Performance Review Tips

Here are a few helpful tips for you to keep in mind as you’re structuring your review.

Here are a few steps to follow to make each review successful.

1. Set clear goals from the beginning

One of the biggest problems with performance reviews is that they’re not based on data, which makes biases or personal opinions come into play.If you set clear goals from the beginning of the year, you’ll be able to accurately and fairly measure performance. If you and an employee agree on goals, they’re less likely to challenge any negative feedback because it was made clear what you both would be measuring.

2. Remove any fear

Annual performance reviews can be incredibly nerve-racking for employees so it’s important that you calm their fears.

Start the meeting on a positive note, let them know that it’s their meeting, and that you’re there to help them grow in their career. If you can set the tone early on in the meeting, you’ll be much better off.

3. Use multiple data points

Use the goals you set, milestones they’ve achieved, reviews from other coworkers, and as many different data points as you possibly can to get a more accurate picture.

The more sources of data you use, the less chance you have of bias getting in the way of the review.

4. Create an action plan

Together, with the employee, create an action plan that you both can agree on for what to improve for the following year. A good tip to keep in mind is to find out what the employee’s career goals and plans are to make sure you help them. The annual review is the perfect time to have those career growth discussions.

Important: Make sure you provide any support necessary for them to achieve the items on the action plan.

5. Take notes and follow up

Take notes of everything you’re discussing during the meeting, and at the end of the meeting, make sure to follow up with the employee by email to ensure everyone is on the same page.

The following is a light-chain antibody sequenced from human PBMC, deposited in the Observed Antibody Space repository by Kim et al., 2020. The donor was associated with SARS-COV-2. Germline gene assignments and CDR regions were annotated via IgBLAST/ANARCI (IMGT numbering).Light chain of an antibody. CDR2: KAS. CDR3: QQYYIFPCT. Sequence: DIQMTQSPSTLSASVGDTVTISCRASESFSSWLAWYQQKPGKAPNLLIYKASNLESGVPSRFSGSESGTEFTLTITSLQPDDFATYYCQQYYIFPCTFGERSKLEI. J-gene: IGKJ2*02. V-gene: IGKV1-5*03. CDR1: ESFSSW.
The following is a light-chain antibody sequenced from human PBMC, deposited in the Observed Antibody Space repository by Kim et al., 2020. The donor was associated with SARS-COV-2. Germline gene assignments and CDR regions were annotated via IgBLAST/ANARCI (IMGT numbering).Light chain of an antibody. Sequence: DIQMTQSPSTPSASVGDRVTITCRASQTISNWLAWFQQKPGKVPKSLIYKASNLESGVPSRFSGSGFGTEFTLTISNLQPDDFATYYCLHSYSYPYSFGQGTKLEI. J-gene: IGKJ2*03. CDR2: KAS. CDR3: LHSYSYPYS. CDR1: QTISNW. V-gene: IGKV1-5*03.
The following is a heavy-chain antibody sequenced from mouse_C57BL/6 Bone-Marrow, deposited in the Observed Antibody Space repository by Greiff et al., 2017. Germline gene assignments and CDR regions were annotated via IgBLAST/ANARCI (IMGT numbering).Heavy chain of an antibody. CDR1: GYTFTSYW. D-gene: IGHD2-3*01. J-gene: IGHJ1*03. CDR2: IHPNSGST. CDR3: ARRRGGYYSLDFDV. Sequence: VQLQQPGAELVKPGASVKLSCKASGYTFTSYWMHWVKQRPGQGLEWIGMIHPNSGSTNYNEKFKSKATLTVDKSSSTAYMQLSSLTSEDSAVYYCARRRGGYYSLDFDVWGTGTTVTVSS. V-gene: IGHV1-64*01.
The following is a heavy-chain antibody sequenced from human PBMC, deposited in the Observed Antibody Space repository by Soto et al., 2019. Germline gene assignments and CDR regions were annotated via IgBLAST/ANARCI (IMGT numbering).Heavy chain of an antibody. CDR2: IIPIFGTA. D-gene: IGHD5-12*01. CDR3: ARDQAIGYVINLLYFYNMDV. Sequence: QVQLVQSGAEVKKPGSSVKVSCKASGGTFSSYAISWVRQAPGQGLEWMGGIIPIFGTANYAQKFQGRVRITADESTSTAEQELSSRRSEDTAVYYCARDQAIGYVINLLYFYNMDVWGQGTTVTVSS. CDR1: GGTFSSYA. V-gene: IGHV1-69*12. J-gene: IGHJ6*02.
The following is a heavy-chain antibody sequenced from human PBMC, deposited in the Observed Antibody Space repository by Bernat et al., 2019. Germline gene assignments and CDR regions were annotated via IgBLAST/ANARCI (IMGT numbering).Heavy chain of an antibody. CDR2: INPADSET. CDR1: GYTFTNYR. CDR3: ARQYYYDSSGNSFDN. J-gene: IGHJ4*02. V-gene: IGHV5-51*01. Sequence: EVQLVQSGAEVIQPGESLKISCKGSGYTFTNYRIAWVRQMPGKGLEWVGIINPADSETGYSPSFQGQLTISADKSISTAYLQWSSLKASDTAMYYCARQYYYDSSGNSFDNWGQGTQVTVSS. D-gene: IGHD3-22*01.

Performance Review Phrases

One important thing to keep in mind when giving feedback during your review, is to focus on behaviours and not personality traits. Behaviours can be changed, whereas personality traits are harder to change. With that said, here are a few examples of phrases you can use in your next performance review.

  • Handles receiving constructive feedback well
  • Is constantly looking for ways to improve his/her work
  • Communicates with the team clearly and concisely
  • Shows up on time to all meetings
  • Shares his/her knowledge with coworkers
  • Completes projects on time and meets deadlines
  • Gives feedback and challenges his/her coworkers
  • Helps the team stay calm under pressure
  • Is a good listener, and has a open mind
  • Contributes ideas and suggestions regularly for how to improve the business
  • Is well-versed in their skills, and able to handle a variety of projects
  • Gives recognition to their peers
  • Remains calm during stressful situations

Key takeaways

  • Performance reviews work, there’s no need to get rid of them. Build a culture of trust, and you’ll have amazing reviews.
  • Just like Google and Zappos, use peer reviews and tie performance to core values to make them even stronger.
  • Take notes throughout the year, and use as much data as you can to avoid biases.
  • Focus on behaviours instead of personality traits.
  • Work with employees to constantly improve. Make sure they understand that you’re there to make them better, and the review is just one part of that process.

Any performance review tips to share?